Switch from OTC to prescription meds
February 12, 2008 9:38 AM   Subscribe

Will my doctor switch me from an OTC medication to prescription if I just ask nicely?

My employer's health insurance plan has a $0 co-pay for prescriptions. Currently I'm taking Prilosec OTC (paid for out-of-pocket) as recommended by my dermatologist to prevent heartburn aggravated by a different prescription. I'd like to a) not have to pay for it and b) not have to spend my time cutting the pills out of their blister packs.

Medically the Prilosec is working perfectly, so will a reasonable doctor object to switching to a prescription equivalent? I'm assuming there's some slightly different formulation that's not OTC-approved but has the same efficacy profile that I can switch to. If you happen to know the name of such a thing, that'd be good to know.

Barring all of the above, if there's a proton pump inhibitor that just comes as pills in a bottle rather than the ridiculous Prilosec packaging, I'd love to hear about it.
posted by 0xFCAF to Health & Fitness (15 answers total)
That's a perfectly reasonable request, IMO. Insurance coverage of PPIs is spotty here, and my own insurance company has suggested that I could ask my doctor for a specific PPI because of cost alone (I currently take Pariet, aka Rabeprazole.) There's a list of PPIs on Wikipedia, and I'm sure your doctor will have heard of all of them. Unless your doc is worried about drug interactions, I would expect asking nicely to be very successful.
posted by pocams at 9:48 AM on February 12, 2008

Incidentally, Prilosec is not available OTC here in Canada, so there must be a pills-in-a-bottle version of it in existence too.
posted by pocams at 9:49 AM on February 12, 2008

I asked this for Clartin and they said no problem. This was a few years ago.
posted by Eringatang at 9:51 AM on February 12, 2008

As long as it's not dangerous or a controlled substance, most doctors will prescribe whatever you want.
posted by grumpy at 9:53 AM on February 12, 2008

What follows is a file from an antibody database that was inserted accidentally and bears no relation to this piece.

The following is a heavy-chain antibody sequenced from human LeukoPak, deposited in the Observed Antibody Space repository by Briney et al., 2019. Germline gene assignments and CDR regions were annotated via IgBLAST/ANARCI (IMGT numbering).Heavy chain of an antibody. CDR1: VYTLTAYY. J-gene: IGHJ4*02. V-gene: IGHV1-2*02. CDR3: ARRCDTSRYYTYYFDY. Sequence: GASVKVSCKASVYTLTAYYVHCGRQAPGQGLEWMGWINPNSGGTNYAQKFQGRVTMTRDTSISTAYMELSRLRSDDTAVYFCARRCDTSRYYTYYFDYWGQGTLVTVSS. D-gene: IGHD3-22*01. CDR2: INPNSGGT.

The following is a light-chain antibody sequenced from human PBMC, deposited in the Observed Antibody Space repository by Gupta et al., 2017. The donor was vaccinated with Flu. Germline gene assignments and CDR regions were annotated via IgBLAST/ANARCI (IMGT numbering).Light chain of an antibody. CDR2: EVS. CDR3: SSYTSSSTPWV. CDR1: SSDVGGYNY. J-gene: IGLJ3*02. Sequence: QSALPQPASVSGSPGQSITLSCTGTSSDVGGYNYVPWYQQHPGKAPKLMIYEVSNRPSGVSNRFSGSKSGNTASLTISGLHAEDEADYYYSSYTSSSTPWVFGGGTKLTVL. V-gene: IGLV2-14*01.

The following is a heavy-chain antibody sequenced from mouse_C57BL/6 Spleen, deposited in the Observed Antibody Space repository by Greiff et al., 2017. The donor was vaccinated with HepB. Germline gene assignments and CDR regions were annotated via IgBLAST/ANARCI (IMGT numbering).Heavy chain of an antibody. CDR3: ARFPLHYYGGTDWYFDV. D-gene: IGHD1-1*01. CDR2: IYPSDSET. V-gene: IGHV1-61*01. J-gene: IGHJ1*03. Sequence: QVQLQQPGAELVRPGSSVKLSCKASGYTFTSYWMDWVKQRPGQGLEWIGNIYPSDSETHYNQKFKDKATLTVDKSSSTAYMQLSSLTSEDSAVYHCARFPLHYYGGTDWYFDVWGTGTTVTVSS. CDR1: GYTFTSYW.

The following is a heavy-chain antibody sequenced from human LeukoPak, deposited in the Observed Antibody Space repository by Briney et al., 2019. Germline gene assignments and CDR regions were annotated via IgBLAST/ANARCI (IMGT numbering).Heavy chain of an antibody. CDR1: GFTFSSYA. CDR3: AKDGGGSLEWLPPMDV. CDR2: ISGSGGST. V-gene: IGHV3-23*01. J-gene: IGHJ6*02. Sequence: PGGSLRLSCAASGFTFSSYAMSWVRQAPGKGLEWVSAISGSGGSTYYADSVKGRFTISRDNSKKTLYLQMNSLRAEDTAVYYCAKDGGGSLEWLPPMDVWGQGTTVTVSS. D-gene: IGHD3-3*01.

pocams, not all prescription meds are sold as pills-in-a-bottle. Tamiflu, for example, comes prescription-only in blister packs.
posted by dirtynumbangelboy at 10:10 AM on February 12, 2008

Um... you know you don't have to cut pills out of a blister pack, right? You push down on the pill from the front of the pack (you push on the clear cover) and the pill pops out through a slit in the back. No cutting. Sometimes you might also have to peel off the outer layer of the back of the pack. Again, no cutting required.
posted by JimN2TAW at 10:16 AM on February 12, 2008

Response by poster: I understand how pills work. This is not your standard blister pack.
posted by 0xFCAF at 10:19 AM on February 12, 2008

I'm with OxFCAF on the darn Prilosec blisters... I end up cutting them out too. It's just easier.
posted by TuxHeDoh at 10:32 AM on February 12, 2008

Check the warehouse stores if you have access to one. (Costo, etc) I have found they often sell OTC drugs in bulk containers (just pills in a bottle), and at far, far better prices than the drug stores.
posted by COD at 10:33 AM on February 12, 2008

Prilosec is your run of the mill PPI. I don't think your doc will have a problem... it's a common drug with few side effects (but does run a risk of a serious bacterial colon infection).

You might also try going to your insurer's website or contacting them directly--often for common meds like this they will mail you a big supply, cause it's cheaper for them to just send them to you directly instead of going through a private pharmacy which will take a cut.
posted by gramcracker at 10:35 AM on February 12, 2008

Omeprazole is available in the US as a generic prescription capsule. Whereas PrilosecOTC is an extended-release formulation, these capsules aren't. Thus, you will need to take it 30-60 minutes before a meal to get the best result.

I, too, find the Prilosec blisters to be needlessly difficult.
posted by neuron at 11:25 AM on February 12, 2008

It really depends on your insurance company. Various antihistamines I've taken have gone OTC and my med insurance would not pay, even if I did have a prescription. Check with your insurance company for each drug.
posted by Taken Outtacontext at 11:35 AM on February 12, 2008

I apologize for the annoyance, OP. On MeFi you have to first give the information, and only then do you find out that it wasn't really needed.
posted by JimN2TAW at 1:09 PM on February 12, 2008

Nexium (aka Esomeprazole) is prescription prilosec. In my understanding, it's very slightly more effective than prilosec, and was essentially invented because the patent protection on prilosec had lapsed, so they had to come up with a slight differentiation to fight the generics. But my understanding is that it is slightly more effective in some circumstances, so there may be a valid medical reason for your doctor to prefer it to prilosec.
posted by gd779 at 3:53 PM on February 12, 2008

I've had multiple doctors who would probably switch just to stick it to the insurance companies. I'm sure if you ask and explain why they'd probably be more than happy.

Very few doctors are concerned about the bottom lines of your insurance company and as long as it's safe will be fine with it.
posted by Octoparrot at 5:19 PM on February 12, 2008

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